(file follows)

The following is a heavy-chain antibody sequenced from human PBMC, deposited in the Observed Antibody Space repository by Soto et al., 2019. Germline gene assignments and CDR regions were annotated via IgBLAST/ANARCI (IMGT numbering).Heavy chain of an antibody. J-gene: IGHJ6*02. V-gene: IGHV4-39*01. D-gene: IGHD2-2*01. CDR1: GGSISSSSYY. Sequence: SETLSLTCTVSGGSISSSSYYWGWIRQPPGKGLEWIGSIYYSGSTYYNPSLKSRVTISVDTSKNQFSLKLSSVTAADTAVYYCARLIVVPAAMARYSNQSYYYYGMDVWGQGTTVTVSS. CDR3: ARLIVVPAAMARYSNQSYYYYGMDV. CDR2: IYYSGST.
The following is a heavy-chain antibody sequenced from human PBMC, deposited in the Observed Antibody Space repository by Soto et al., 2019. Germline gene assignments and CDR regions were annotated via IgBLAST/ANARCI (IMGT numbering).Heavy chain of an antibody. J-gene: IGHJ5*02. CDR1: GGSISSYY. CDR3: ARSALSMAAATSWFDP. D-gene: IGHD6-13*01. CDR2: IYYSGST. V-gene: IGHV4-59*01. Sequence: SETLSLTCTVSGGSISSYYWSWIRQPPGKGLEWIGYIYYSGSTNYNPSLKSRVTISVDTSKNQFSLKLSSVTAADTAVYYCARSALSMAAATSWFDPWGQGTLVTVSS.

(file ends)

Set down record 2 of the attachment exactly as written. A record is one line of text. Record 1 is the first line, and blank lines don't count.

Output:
The following is a heavy-chain antibody sequenced from human PBMC, deposited in the Observed Antibody Space repository by Soto et al., 2019. Germline gene assignments and CDR regions were annotated via IgBLAST/ANARCI (IMGT numbering).Heavy chain of an antibody. J-gene: IGHJ5*02. CDR1: GGSISSYY. CDR3: ARSALSMAAATSWFDP. D-gene: IGHD6-13*01. CDR2: IYYSGST. V-gene: IGHV4-59*01. Sequence: SETLSLTCTVSGGSISSYYWSWIRQPPGKGLEWIGYIYYSGSTNYNPSLKSRVTISVDTSKNQFSLKLSSVTAADTAVYYCARSALSMAAATSWFDPWGQGTLVTVSS.